Author: Chief Compliance Consultant global block chain compliance Union, Tahota (Beijing) Law Firm Luo Tao firstname.lastname@example.org
This article will detail the legal regulation of cryptocurrency in Malta.
In 2018, the Malta government and the crypto industry practitioners held multiple public comment meetings and formulated a set of regulations for digital finance, consisting of three complementary bills:
(I) Malta Digital Innovation Authority Act (“MDIA”);
(Ii) Innovative Technology Arrangements and Services Act (“ITAS”);
(Iii) the Virtual Financial Assets Act ("VFAA"),
(Hereinafter collectively referred to as the "Digital Innovation Framework").
Cryptocurrencies are not considered "currency" in Malta. Malta's Digital Innovation Framework lists four distributed ledger technology assets ("DLT Assets"):
(I) electronic money (essentially relying on or utilizing distributed ledger technology);
(Ii) financial instruments (essentially relying on or utilizing distributed ledger technology);
(Iii) a virtual token (commonly referred to as a utility token);
(Iv) Virtual Financial Assets ("VFA")
The four categories of DLT asset classifications are mutually exclusive. Currently, there are no cryptocurrencies supported by the Government of Malta or the Central Bank of Malta, and cryptocurrencies are not considered legal tender in Malta.
After the VFAA is promulgated, cryptocurrencies can be regulated in accordance with VFAA or existing financial services regulations. Available financial services regulations include, but are not limited to, Markets in Financial Instruments Directive II ("MiFID II"), Investment Services Act ("ISA" ) And the Financial Institutions Act, which regulatory regime applies depends on the classification of the underlying asset.
VFAA has introduced a mandatory regulatory regime that regulates DLT assets and related service providers, including ICOs and crypto asset exchanges. VFAA also introduced a new type of intermediary, called a Virtual Financial Asset Agent ("VFA Agent"). The VFA agent acts as the gatekeeper of the Malta Financial Services Authority (MFSA) and is responsible for conducting compliance checks on ICOs and crypto asset exchanges. Individuals or exchanges who want to register for a white paper or apply to become a VFA service provider should pass a registered VFA agent submit application.
In order to determine whether the assets involved are subject to VFAA regulation, MFSA has introduced a financial instrument test through which DLT assets are classified as one of the above 4 types of DLT assets to determine whether DLT assets are regulated by VFAA or existing Financial services are legally regulated or unregulated. This test must be performed on a case-by-case basis. VFAA states that it will be the responsibility of the VFA agent to conduct this assessment of DLT assets (if it is being tested against an ICO, it is the responsibility of the VFA issuer):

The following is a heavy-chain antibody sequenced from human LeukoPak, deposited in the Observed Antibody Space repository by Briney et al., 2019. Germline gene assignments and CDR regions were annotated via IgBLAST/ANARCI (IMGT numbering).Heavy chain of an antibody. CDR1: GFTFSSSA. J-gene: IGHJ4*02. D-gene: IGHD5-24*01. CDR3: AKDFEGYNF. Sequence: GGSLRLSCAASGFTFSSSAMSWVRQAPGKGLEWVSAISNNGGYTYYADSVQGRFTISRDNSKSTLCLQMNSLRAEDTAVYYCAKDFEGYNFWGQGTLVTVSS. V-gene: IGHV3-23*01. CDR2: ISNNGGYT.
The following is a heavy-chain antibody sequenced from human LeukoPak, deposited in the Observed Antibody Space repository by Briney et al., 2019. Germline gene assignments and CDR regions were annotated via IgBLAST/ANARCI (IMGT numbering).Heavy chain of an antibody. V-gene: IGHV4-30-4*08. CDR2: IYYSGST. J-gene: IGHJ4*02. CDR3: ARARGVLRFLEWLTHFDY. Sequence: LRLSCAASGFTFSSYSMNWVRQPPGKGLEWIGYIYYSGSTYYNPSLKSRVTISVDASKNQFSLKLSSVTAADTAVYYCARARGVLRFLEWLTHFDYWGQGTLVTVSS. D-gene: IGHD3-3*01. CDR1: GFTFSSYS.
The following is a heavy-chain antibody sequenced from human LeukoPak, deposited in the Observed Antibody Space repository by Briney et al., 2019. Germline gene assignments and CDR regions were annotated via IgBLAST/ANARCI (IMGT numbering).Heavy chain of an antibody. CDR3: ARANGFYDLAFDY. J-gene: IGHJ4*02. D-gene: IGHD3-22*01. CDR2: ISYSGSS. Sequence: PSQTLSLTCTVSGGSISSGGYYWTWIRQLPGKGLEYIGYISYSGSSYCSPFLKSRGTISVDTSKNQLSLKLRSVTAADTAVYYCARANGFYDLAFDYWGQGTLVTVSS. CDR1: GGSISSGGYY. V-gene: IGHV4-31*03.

(I) the issuer intends to initiate an ICO in Malta or from Malta;
(Ii) the issuer allows VFA transactions;
(Iii) The service provider intends to carry out VFA-related services.
The test will first determine whether DLT assets will be classified as Virtual Tokens that are not under regulatory scope. A virtual token is defined as a form of digital media recording whose utility, value or application is limited to the acquisition of goods or services within the DLT platform (excluding DLT exchanges) that it issues or is related to. If it is determined that the DLT asset is not a virtual token, it must enter the second stage of the test, at which stage it will be determined whether the DLT asset falls under the scope of the existing financial services regulations. If the VFA agent determines that the DLT assets are indeed within the scope of the existing financial services regulations, based on the characteristics of the DLT assets, the issuer or service provider must comply with the regulatory regime applicable to financial instruments or electronic money. If a DLT asset is not covered by the existing financial services laws (or is considered a virtual token as described above), the DLT asset will be considered a VFA and therefore regulated by the VFAA.
If a DLT asset is identified as a VFA, VFA-related service providers will have to comply with VFAA regulations. For example, an issuer offering an ICO in Malta or to the public from Malta must register its white paper with the MFSA, and that white paper must meet the conditions set out in VFAA Schedule 1. In addition, VFA service providers (such as VFA exchanges) that provide VFA services in or from Malta, as listed in Schedule 2 of the VFAA, need to obtain an MFSA license before starting operations.
The sale of cryptocurrencies such as Bitcoin or other tokens may be regulated by securities laws. In order to determine whether the sale of tokens is regulated by securities laws, according to VFAA regulations, each DLT asset must be evaluated to determine whether the DLT asset belongs to (i) existing securities laws or (ii) VFAA or is unregulated. If a DLT asset is classified as a financial instrument after the test is completed, the asset must meet the requirements of the securities law.